al rally there in the week of July 2
to 8. but p!so they may attend inter-'.
national railiej in Holland and Hel-!
eium in Aucust. Before and between
. . ... ..
the dates of these three rallies, tlic
Hov t-'couts have been urged to isitlthe greatest possible importance fori
France. Hungary and Germany. It is ; the international friendship, nay, j change the styles on us eo as to make
likely that Boy Scouts of other nations ' brotherhood of Scouts, and would be It necessary far use to get new breech
w ill visit thos-e countries at the same ' a glorious 'hike' for your boys, as well : cloths while ou old ones are still in
time, and the prospects are that there as a very great pleasure for us. It ; good condition."
will be a Hoy Scout tour of the con- would not only contribute more to
tinent. ! wards cementing the above-mentioned
Invitations to the Bov Scouts of ! brotherhood than a lot of correspond-
America have been forwarded by sev- ence or anything else, but it is not so : who said: 'Men must work and worn- .
eral countries to James IZ. West, chief . hard to pull off. for the reason that! en must weep '" '
scout executive of the Boy Scouts of you will make the trip to Kurope any-! "I don't know, lit he didn't mean
America. One of those was written how. If your boys could give a per-) to give out the impression that women
by 1-;. J. King, cue of the leaders of ', formance or performances of any , weep because men must work, did
the Boy Scouts. i kind forming part of the program of he?"
"We would have the greatest picas-; Scouting, we should be glad to wit-;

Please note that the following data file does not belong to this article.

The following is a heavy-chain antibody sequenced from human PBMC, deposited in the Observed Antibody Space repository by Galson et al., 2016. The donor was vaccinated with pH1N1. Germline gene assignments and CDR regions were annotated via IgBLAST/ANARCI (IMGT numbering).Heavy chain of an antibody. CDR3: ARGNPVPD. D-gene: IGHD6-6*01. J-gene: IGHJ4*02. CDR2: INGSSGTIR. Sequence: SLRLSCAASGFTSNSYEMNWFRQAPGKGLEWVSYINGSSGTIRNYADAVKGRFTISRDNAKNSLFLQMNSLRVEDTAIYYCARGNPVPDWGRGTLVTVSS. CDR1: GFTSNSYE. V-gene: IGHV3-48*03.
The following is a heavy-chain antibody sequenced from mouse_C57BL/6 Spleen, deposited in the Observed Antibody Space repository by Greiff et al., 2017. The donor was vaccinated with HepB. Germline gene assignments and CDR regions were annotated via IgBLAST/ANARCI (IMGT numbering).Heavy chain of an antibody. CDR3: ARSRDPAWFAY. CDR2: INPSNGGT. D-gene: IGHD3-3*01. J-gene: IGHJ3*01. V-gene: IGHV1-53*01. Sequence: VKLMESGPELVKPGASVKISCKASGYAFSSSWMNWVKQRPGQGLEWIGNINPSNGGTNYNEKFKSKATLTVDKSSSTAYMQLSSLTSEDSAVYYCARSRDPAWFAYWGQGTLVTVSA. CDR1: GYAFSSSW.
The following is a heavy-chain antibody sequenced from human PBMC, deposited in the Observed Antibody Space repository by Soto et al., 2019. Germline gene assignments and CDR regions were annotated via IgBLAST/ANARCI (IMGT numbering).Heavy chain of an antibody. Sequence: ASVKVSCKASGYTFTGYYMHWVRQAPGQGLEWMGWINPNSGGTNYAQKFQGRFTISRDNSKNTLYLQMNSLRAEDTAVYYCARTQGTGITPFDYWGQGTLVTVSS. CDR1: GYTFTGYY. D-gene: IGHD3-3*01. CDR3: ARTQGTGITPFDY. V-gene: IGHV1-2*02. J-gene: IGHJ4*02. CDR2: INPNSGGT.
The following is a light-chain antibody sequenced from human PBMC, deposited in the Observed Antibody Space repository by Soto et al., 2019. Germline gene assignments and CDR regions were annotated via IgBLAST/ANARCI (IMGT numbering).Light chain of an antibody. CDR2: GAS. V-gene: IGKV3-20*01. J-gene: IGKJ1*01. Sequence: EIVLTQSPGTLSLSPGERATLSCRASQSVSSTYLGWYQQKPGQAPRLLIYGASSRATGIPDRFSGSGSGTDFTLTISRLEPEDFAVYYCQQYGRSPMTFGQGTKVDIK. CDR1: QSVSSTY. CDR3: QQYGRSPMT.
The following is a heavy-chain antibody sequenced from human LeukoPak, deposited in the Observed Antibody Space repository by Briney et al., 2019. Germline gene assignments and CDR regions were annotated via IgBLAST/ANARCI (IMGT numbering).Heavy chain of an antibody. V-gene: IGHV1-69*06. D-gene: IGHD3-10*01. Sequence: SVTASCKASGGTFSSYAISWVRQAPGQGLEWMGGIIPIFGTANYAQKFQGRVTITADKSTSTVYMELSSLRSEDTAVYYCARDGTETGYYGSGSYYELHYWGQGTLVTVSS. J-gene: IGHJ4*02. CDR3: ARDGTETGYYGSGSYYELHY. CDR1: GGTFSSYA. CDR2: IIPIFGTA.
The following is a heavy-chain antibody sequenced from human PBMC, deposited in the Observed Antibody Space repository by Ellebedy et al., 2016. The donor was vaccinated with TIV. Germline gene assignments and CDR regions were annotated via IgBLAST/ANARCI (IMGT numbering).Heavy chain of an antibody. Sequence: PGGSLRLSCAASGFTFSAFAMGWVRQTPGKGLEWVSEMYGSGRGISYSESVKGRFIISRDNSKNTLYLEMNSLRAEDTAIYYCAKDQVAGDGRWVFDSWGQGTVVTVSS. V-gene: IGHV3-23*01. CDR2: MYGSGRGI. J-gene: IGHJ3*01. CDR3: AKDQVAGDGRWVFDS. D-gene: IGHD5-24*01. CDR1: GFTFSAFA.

ure." writes Mr. Bing to Chief Scout ness these and they would do a lot j Their One Claim to Distinction.
Iiccutive West, "in entertaining your ' towards popularizing the movement, j Seme people never get a chance to
boys during their stay in this coun- w hich is only in the cradle over here, j boast, except by saying when a. new
try." Will you please refer to this particu-! piay comes to town that the saw it j
He suggests that the Boy Scouts ar- lar point in your esteemed reply. The j -th the original company in New
rive in Budapest about June 10. spend- gentlemen accompanying the boys ' York. j
ing several days there, and then go would be lodged in hotels, if so de- j
on to Germany. sired." J Curious. :
- .... . - - - .-.r-r:---. .-r.-. " ------ : "-e seems to have such a dry wit." '
GIRLS OF GREAT WEST
ichi-jaco Kvcniix? Tost.)
The physical culture instructor at
the University of Kansas offers some
interesting figures on the physique
and capacity of the girls at the breezy
institution According to her figures,
the "Jayhawker co-ed" is taUer and
btror.ger than her sisters in the east -
ern institution. The average Kansas
university girl js one-fourth of an inch
taller than the Welleslev girl; her
weight is 117 pounds, as against the
Welleslev girl's 116 pounds; and
even more striking are the figures
about her lung capacity which are
given as follows:
Oberiin college girls 141.2
German girls r . - .147
Welleslev girla 150
T'nlvtrsity of Kansas girls 165
This will fill William Allen White
INTERNATIONAL SHOW IS
CTT M MfTNflM RY KING
Ghent. Belgium. April 26. King Al -
bert opened the International exposl -
i iion here this afternoon. The cere-
roony took place ln the palace of fes-
tivitles. The king stood amid tens of